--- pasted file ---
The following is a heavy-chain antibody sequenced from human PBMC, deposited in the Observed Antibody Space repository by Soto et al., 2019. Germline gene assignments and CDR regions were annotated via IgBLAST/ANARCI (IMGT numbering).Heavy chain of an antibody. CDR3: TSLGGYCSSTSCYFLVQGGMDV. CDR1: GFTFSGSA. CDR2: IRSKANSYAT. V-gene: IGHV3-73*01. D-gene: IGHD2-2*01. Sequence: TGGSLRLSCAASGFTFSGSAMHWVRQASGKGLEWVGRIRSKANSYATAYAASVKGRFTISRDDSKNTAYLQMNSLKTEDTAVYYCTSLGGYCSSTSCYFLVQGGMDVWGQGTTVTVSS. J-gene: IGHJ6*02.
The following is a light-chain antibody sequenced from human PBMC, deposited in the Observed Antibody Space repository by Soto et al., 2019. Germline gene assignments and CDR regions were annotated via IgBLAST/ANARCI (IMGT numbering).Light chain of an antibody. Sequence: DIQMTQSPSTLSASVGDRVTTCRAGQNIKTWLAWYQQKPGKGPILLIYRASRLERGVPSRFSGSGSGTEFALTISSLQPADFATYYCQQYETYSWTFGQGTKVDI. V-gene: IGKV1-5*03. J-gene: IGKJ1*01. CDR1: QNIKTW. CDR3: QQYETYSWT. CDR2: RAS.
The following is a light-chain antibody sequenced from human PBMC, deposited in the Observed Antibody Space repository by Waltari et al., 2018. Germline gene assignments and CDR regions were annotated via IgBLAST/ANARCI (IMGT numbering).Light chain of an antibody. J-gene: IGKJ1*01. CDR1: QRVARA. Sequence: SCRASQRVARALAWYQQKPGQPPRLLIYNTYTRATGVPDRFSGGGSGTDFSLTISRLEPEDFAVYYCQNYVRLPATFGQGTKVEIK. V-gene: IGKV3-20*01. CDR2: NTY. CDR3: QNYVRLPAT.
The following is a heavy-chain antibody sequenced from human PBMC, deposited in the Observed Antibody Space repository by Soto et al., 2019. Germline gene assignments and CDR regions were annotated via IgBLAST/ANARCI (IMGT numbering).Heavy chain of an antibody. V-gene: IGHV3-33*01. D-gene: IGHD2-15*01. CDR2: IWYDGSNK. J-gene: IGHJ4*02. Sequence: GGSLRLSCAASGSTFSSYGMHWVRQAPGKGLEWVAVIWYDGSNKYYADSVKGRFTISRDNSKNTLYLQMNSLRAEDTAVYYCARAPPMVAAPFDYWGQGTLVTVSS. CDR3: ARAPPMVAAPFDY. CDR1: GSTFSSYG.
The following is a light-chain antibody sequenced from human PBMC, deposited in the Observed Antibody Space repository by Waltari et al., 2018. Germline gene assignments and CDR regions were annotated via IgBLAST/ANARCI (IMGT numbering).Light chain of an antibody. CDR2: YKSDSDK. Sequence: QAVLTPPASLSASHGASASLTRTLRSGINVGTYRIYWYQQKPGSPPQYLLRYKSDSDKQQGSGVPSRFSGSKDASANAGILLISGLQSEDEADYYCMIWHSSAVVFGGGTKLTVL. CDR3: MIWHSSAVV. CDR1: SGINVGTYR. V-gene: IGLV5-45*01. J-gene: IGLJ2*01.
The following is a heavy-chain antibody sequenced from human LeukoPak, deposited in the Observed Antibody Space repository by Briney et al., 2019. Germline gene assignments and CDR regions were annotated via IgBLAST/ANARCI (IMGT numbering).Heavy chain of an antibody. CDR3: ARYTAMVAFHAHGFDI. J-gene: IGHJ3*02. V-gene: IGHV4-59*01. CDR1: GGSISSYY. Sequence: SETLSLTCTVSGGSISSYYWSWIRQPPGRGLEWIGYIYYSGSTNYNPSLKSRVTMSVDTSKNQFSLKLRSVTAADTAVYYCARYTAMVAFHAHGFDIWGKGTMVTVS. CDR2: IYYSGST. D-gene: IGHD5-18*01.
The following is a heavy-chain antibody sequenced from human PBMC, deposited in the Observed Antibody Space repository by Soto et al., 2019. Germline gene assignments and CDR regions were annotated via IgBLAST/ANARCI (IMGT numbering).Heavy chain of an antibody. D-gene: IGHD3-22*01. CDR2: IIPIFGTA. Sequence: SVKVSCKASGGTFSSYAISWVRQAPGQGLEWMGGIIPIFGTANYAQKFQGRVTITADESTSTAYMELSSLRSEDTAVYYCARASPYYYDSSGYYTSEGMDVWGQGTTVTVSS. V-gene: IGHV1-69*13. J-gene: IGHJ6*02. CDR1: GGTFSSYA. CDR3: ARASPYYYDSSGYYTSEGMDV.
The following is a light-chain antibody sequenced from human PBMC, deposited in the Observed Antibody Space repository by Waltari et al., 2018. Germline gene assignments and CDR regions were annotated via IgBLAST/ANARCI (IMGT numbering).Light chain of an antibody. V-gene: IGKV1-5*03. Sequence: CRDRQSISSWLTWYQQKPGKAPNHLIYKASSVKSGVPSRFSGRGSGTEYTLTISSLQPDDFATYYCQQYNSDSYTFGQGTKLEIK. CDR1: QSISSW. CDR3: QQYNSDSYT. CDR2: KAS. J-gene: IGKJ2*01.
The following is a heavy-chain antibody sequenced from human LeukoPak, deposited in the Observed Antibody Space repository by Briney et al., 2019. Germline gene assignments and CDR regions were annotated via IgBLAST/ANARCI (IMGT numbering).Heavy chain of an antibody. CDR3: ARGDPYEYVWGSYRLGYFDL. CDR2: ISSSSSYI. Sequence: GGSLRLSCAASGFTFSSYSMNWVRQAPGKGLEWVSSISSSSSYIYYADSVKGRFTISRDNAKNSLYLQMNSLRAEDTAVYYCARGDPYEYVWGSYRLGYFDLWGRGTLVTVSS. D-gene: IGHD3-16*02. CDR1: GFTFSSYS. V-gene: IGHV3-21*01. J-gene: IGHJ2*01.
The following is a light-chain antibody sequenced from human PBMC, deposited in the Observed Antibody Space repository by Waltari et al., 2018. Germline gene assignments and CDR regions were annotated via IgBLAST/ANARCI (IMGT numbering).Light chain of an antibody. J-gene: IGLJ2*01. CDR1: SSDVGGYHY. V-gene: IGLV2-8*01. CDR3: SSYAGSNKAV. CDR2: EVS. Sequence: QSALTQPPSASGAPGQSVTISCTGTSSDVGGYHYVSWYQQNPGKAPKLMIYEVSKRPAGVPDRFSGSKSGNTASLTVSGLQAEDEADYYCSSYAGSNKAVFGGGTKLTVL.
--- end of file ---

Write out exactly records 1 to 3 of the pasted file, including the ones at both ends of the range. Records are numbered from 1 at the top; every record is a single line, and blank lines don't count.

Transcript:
The following is a heavy-chain antibody sequenced from human PBMC, deposited in the Observed Antibody Space repository by Soto et al., 2019. Germline gene assignments and CDR regions were annotated via IgBLAST/ANARCI (IMGT numbering).Heavy chain of an antibody. CDR3: TSLGGYCSSTSCYFLVQGGMDV. CDR1: GFTFSGSA. CDR2: IRSKANSYAT. V-gene: IGHV3-73*01. D-gene: IGHD2-2*01. Sequence: TGGSLRLSCAASGFTFSGSAMHWVRQASGKGLEWVGRIRSKANSYATAYAASVKGRFTISRDDSKNTAYLQMNSLKTEDTAVYYCTSLGGYCSSTSCYFLVQGGMDVWGQGTTVTVSS. J-gene: IGHJ6*02.
The following is a light-chain antibody sequenced from human PBMC, deposited in the Observed Antibody Space repository by Soto et al., 2019. Germline gene assignments and CDR regions were annotated via IgBLAST/ANARCI (IMGT numbering).Light chain of an antibody. Sequence: DIQMTQSPSTLSASVGDRVTTCRAGQNIKTWLAWYQQKPGKGPILLIYRASRLERGVPSRFSGSGSGTEFALTISSLQPADFATYYCQQYETYSWTFGQGTKVDI. V-gene: IGKV1-5*03. J-gene: IGKJ1*01. CDR1: QNIKTW. CDR3: QQYETYSWT. CDR2: RAS.
The following is a light-chain antibody sequenced from human PBMC, deposited in the Observed Antibody Space repository by Waltari et al., 2018. Germline gene assignments and CDR regions were annotated via IgBLAST/ANARCI (IMGT numbering).Light chain of an antibody. J-gene: IGKJ1*01. CDR1: QRVARA. Sequence: SCRASQRVARALAWYQQKPGQPPRLLIYNTYTRATGVPDRFSGGGSGTDFSLTISRLEPEDFAVYYCQNYVRLPATFGQGTKVEIK. V-gene: IGKV3-20*01. CDR2: NTY. CDR3: QNYVRLPAT.